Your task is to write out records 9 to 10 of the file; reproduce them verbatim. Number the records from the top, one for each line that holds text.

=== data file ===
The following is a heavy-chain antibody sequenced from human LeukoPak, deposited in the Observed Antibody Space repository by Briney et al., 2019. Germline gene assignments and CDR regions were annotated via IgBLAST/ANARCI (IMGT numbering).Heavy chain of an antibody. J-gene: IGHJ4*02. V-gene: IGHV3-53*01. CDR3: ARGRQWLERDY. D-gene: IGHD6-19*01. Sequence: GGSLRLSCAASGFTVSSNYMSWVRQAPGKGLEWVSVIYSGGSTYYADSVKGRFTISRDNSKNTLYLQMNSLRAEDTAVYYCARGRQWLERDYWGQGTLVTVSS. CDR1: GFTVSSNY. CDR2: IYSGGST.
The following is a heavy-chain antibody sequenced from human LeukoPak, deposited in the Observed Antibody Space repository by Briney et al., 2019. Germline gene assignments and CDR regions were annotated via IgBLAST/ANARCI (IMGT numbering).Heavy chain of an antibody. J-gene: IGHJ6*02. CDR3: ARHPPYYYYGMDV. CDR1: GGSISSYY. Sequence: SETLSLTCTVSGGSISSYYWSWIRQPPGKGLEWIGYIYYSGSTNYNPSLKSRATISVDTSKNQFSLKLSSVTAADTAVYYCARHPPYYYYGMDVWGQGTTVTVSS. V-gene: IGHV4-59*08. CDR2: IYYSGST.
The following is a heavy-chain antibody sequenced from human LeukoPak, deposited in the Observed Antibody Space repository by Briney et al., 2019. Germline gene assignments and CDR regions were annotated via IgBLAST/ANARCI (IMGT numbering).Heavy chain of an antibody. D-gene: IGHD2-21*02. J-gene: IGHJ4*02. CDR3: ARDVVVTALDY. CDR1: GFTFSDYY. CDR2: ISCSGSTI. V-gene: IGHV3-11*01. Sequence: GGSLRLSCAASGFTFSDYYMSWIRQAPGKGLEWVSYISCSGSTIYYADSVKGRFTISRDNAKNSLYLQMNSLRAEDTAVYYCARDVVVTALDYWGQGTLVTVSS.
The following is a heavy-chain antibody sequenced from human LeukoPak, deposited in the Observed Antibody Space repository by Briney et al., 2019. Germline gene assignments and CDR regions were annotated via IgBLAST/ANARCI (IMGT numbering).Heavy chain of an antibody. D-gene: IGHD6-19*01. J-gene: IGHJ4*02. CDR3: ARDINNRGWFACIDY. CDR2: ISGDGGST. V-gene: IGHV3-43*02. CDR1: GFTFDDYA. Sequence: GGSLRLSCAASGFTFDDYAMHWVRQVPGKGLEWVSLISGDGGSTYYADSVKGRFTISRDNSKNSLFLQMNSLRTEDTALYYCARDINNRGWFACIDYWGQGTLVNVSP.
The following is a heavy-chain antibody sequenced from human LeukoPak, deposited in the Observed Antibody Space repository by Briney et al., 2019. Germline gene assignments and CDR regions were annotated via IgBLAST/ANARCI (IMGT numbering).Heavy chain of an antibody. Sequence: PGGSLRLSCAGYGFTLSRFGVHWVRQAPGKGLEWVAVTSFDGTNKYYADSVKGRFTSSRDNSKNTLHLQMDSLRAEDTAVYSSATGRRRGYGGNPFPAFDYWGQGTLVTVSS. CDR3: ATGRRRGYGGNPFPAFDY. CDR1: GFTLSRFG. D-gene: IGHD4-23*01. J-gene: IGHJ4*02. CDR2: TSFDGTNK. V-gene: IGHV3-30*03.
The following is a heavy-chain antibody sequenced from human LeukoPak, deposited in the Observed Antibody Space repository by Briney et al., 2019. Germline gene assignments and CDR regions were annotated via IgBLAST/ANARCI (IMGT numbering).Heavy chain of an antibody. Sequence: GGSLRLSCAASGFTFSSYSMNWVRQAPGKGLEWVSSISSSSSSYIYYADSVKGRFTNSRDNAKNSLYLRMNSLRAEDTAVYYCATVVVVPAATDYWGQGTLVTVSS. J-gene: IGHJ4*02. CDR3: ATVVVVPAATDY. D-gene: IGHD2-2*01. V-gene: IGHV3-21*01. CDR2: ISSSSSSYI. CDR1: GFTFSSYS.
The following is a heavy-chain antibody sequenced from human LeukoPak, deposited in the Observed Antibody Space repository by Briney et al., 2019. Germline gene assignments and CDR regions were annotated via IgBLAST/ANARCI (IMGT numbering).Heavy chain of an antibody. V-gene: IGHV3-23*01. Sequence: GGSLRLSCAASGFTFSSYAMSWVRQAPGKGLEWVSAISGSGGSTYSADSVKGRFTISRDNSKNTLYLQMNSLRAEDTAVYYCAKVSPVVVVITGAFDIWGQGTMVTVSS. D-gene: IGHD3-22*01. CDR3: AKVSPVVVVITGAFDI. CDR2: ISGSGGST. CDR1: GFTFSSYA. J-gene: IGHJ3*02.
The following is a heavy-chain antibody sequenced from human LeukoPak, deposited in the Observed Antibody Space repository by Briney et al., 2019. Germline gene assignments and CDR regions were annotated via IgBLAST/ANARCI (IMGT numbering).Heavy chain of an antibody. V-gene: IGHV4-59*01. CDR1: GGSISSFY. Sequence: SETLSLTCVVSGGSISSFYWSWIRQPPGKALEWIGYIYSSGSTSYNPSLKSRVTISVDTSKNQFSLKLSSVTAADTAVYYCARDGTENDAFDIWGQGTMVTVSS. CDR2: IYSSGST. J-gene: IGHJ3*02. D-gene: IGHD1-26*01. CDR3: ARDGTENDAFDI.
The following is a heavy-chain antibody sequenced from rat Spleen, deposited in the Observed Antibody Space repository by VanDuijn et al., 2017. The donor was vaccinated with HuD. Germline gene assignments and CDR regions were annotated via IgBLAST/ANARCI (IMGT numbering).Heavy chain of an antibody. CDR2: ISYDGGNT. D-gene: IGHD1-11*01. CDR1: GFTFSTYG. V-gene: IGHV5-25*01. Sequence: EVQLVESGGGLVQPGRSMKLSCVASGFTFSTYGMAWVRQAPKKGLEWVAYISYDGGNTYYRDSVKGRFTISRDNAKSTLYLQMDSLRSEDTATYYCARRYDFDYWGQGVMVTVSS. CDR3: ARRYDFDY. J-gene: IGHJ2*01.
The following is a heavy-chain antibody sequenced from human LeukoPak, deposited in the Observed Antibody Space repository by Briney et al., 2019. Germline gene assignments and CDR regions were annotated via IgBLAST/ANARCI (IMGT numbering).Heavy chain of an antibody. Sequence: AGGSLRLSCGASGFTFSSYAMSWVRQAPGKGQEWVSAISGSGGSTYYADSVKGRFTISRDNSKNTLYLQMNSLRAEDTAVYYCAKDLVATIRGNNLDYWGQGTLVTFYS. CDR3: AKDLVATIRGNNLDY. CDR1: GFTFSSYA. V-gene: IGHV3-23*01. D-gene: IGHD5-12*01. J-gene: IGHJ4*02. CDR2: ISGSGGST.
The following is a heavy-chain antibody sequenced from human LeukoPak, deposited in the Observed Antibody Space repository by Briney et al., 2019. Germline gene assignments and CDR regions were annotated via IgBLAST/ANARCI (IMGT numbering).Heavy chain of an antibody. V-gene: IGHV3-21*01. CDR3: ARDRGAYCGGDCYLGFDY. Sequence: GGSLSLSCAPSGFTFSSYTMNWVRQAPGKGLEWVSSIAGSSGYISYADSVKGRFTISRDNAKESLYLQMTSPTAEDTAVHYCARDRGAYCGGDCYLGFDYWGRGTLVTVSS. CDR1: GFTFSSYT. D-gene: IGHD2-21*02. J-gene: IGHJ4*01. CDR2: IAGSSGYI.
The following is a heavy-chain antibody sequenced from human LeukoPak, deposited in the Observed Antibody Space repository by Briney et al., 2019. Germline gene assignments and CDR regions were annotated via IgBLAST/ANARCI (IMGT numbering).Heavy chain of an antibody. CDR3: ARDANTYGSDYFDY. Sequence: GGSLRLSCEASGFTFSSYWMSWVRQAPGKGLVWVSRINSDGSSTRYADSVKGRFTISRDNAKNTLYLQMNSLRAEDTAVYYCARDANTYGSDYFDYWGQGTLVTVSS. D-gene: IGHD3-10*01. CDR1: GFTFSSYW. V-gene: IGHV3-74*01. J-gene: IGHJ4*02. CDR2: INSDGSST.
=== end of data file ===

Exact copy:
The following is a heavy-chain antibody sequenced from rat Spleen, deposited in the Observed Antibody Space repository by VanDuijn et al., 2017. The donor was vaccinated with HuD. Germline gene assignments and CDR regions were annotated via IgBLAST/ANARCI (IMGT numbering).Heavy chain of an antibody. CDR2: ISYDGGNT. D-gene: IGHD1-11*01. CDR1: GFTFSTYG. V-gene: IGHV5-25*01. Sequence: EVQLVESGGGLVQPGRSMKLSCVASGFTFSTYGMAWVRQAPKKGLEWVAYISYDGGNTYYRDSVKGRFTISRDNAKSTLYLQMDSLRSEDTATYYCARRYDFDYWGQGVMVTVSS. CDR3: ARRYDFDY. J-gene: IGHJ2*01.
The following is a heavy-chain antibody sequenced from human LeukoPak, deposited in the Observed Antibody Space repository by Briney et al., 2019. Germline gene assignments and CDR regions were annotated via IgBLAST/ANARCI (IMGT numbering).Heavy chain of an antibody. Sequence: AGGSLRLSCGASGFTFSSYAMSWVRQAPGKGQEWVSAISGSGGSTYYADSVKGRFTISRDNSKNTLYLQMNSLRAEDTAVYYCAKDLVATIRGNNLDYWGQGTLVTFYS. CDR3: AKDLVATIRGNNLDY. CDR1: GFTFSSYA. V-gene: IGHV3-23*01. D-gene: IGHD5-12*01. J-gene: IGHJ4*02. CDR2: ISGSGGST.